Grant Douglas was born with cerebral palsy which means he has limited motor control. Working with the Glasgow-based product design company, 4c design, he invented the S’up Spoon which gives people with shaky hands greater control to eat soft food.
Grant says, “I have a degree in computer science and two jobs; I live independently and enjoy spending time with my friends. However, one thing has bothered me: I struggle to eat cereal or soup!”
After trying many different pieces of cutlery specifically adapted for disabled people over the years, Grant felt there wasn’t anything out there that worked for him and what he really needed was a spoon with a lid on it.
“I was chatting to someone at church about ideas ‘that would make your million’. I mentioned my idea of ‘a spoon with a lid on it’ so that I could enjoy soft food without spilling it everywhere before getting the spoon to my mouth. A friend who overheard the conversation knew the director at 4c and offered to put me in touch.”
4c Design, a product design consultancy, agreed to take on the project and they assigned it to their graduate industrial designer, Mark Penver.
“I couldn’t believe it! My idea was actually being taken seriously” says Grant. “Mark and I looked at what was feasible; we built prototypes and soon decided anything with mechanical buttons was too cumbersome. I picked the best handle and spoon head after testing all of them. I wanted the spoon to be discreet enough to use in a restaurant without other diners staring at this novel piece of cutlery.”
Grant got a prototype spoon for Christmas and it worked so well, it was decided that design should be made available to buy. The S’up Spoon has a deep cavity that helps to keep the food in the spoon until it is tipped into the mouth and can help people with a range of conditions that result in poor motor control such as Parkinson’s disease. It also features an angled handle that makes it easy to pick up from a flat surface. Grant says, “Since that early prototype we’ve worked hard refining the design to make it ambidextrous, food safe and dishwasher proof.”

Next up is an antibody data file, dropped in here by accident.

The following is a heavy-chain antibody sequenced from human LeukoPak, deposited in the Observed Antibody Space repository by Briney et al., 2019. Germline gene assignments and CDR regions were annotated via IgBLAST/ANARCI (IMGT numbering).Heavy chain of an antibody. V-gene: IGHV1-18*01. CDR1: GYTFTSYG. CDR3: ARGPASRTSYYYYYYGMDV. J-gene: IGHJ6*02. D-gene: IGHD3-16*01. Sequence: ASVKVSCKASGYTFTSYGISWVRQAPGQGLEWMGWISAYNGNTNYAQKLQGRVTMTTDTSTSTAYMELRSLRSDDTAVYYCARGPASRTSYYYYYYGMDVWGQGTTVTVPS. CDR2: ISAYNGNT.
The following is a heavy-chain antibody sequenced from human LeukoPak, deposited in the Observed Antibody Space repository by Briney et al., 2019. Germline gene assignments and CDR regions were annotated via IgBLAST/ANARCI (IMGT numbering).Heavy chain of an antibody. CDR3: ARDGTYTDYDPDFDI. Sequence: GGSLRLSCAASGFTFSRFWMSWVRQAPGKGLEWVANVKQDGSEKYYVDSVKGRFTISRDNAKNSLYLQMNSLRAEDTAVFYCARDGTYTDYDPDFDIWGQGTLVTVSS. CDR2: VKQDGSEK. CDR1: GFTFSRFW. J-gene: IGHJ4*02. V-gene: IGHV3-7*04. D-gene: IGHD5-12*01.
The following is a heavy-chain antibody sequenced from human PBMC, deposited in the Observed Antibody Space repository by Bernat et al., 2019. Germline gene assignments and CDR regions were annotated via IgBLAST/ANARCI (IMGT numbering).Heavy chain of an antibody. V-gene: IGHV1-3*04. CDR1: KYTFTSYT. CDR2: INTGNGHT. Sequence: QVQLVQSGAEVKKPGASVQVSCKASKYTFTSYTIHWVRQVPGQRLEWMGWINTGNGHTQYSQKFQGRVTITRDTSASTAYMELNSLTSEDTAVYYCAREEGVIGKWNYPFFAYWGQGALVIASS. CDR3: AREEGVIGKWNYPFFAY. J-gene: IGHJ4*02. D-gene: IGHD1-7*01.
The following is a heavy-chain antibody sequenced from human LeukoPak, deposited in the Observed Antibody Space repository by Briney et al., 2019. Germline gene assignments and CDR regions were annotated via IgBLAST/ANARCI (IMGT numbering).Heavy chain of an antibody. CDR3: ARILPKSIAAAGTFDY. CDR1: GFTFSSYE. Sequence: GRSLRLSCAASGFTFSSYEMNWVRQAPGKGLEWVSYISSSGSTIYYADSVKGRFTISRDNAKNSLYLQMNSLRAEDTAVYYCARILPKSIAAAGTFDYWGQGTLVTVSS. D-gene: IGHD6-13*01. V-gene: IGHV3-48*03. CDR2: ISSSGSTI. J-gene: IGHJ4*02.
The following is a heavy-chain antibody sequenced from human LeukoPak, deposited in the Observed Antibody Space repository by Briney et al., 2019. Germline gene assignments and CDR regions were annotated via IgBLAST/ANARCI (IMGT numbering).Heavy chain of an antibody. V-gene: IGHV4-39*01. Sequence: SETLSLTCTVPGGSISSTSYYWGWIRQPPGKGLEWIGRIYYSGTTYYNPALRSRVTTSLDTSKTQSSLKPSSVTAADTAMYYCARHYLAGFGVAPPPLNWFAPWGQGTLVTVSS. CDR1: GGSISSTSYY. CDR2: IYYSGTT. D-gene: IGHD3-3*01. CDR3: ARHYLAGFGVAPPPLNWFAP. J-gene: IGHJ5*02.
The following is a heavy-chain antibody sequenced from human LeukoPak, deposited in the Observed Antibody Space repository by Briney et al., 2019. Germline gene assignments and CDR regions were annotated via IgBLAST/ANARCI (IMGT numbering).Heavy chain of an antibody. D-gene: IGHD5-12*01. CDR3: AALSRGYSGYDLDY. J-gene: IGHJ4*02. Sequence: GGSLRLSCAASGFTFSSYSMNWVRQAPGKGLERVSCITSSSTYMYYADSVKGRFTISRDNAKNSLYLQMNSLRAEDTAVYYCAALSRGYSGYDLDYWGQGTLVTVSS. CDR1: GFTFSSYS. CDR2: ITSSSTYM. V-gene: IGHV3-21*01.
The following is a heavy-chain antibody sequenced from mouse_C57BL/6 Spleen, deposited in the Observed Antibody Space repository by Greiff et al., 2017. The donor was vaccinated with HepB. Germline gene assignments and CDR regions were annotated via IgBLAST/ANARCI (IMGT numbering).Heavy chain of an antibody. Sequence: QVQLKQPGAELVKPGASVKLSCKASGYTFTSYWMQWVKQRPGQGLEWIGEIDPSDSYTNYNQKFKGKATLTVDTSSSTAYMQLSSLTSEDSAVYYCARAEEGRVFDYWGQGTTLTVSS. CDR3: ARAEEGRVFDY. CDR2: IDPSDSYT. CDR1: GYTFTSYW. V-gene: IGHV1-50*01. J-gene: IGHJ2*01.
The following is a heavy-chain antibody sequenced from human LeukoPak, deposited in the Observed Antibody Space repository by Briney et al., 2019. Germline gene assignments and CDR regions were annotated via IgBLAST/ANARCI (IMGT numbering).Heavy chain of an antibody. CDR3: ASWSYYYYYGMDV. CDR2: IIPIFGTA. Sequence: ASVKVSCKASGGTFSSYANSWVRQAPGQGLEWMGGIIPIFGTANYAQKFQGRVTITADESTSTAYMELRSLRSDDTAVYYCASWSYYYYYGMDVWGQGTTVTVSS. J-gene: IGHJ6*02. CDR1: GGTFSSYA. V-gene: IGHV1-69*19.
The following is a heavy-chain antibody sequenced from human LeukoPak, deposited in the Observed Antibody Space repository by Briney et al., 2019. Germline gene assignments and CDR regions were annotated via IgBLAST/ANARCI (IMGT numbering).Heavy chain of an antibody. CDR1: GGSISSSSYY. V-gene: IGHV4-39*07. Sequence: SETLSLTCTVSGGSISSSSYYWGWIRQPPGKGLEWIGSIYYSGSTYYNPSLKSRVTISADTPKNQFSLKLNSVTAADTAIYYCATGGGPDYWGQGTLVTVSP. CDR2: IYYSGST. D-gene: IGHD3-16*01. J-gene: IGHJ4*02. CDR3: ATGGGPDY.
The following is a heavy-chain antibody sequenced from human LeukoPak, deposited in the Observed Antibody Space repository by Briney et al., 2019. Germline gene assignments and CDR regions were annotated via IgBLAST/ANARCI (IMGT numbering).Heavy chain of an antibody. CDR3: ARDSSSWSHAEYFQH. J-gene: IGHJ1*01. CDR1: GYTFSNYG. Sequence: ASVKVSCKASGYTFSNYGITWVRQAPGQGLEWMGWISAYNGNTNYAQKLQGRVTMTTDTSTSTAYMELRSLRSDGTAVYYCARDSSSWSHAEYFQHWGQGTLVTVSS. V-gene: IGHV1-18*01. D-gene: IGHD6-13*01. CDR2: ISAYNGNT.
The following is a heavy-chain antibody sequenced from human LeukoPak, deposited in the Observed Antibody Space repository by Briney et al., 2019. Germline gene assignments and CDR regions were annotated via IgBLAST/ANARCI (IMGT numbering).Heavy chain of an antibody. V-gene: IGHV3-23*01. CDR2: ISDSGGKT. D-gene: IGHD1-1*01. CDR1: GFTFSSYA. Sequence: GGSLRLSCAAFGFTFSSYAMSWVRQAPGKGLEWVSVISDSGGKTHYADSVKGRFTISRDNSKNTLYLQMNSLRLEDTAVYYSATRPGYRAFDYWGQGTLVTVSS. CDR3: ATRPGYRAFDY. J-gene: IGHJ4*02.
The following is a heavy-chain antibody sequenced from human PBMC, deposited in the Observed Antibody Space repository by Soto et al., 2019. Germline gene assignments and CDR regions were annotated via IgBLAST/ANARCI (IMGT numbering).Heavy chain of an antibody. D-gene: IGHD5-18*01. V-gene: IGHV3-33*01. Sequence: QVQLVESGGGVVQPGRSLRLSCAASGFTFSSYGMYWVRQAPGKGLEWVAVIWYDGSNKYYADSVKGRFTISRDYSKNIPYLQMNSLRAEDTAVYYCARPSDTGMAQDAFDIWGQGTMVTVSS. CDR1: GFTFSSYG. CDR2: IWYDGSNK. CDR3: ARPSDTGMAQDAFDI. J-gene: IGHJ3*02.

Four of Grant’s friends donated the funds to cover start-up costs and the spoon was launched in April 2015. In 3 and a half years, over 3,000 have been sold in over 20 countries around the world. It is currently on display in the London Design Museum, the Smithsonian Museum in New York and now in the Scottish Design Gallery of V&A Dundee. And there is a variation on the current design coming on the market in a number of months.
Shortly after S’up Spoon was launched it won the 2015 Blackwood Design of the Year award and Mark won ‘Young designer of the year’ at the plastic industry awards that year. Grant was awarded an MBE in the 2018 New Year honours list, recognising his work to enable people with shaky hands to eat independently, and attended the investiture at Buckingham Palace hosted by Prince Charles.
Grant says, “I think co-productive design is vital to make products that not only work well but are aesthetically pleasing on the eye. Most adaptive products look like products for a hospital ward – beige and bland – I believe that’s because users haven’t been involved from day one”
We are delighted to welcome Grant Douglas as a V&A Dundee Design Champion, recognising his creativity and commitment to giving people with limited motor control greater freedom to enjoy food.
To find out more, visit their website.
The V&A Dundee Design Champions are inspirational designers creating high-quality work and helping to enhance people’s lives, or champions of the power of design to improve the world.
V&A Dundee’s Design Champions project is working with Dezeen as its media partner.
Dezeen is the world’s most popular and influential architecture and design magazine, with an audience of 2.5 million unique visitors each month.
Interesting stuff to read. Keep it up.